Following Ling for a few days, as the Voice did last week, captures the scope of recent troubles for Muslim immigrants in the U.S. She sees clients through deportation cases, interviews with the Justice Department, and detention in common prisons. In the process she serves as a default psychologist, family counselor, and neighborhood sage. As one of a handful of staff attorneys at the Asian American Legal Defense and Education Fund, a Lower Manhattan-based nonprofit, Ling earns an annual salary of $41,000, although the more than 50 immigration court cases she has argued pro bono since September 11 would have netted a private lawyer $3000 to $5000 apiece. (AALDEF cannot afford to hire another like her, Ling says, because despite its commitment to representing detainees of diverse nationalities, “we’ve got ‘Asian’ in our name, so we don’t get the donations an ACLU would.”) Ling is a precious commodity, her name and face known in Muslim communities all over. It is not a stretch to say she is among the most competent and productive (and certainly affordable) detention practitioners in the tri-state area and perhaps the country.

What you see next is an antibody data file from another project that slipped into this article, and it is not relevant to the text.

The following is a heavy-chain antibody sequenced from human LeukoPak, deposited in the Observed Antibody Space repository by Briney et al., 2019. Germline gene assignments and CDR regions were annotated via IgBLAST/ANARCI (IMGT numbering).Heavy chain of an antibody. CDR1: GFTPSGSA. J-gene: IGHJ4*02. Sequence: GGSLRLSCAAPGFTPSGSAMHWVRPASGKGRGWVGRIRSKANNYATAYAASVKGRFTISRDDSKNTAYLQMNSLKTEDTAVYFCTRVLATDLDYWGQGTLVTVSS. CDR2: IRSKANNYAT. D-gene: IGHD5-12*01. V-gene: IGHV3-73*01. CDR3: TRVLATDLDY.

And the Cantonese-speaking daughter of Chinese immigrants—a graduate of CUNY law school who lives with her father in Elmhurst, Queens—knows it. “The knowledge I have is extremely valuable,” she says. “I wish I had time to write it all up.”

Ling’s self-confidence comes in handy in Newark’s immigration court last Tuesday morning. The judge has made toast of the several claims that precede hers. Her Honor tends to modulate her voice for maximum fright, from low to thunderous, soft to cutting. She pitches forward on her elevated perch, narrows her lips, glares. Her impatience with the shackled detainees in bright prison jumpsuits crowding her courtroom is matched only by her disdain for their lawyers.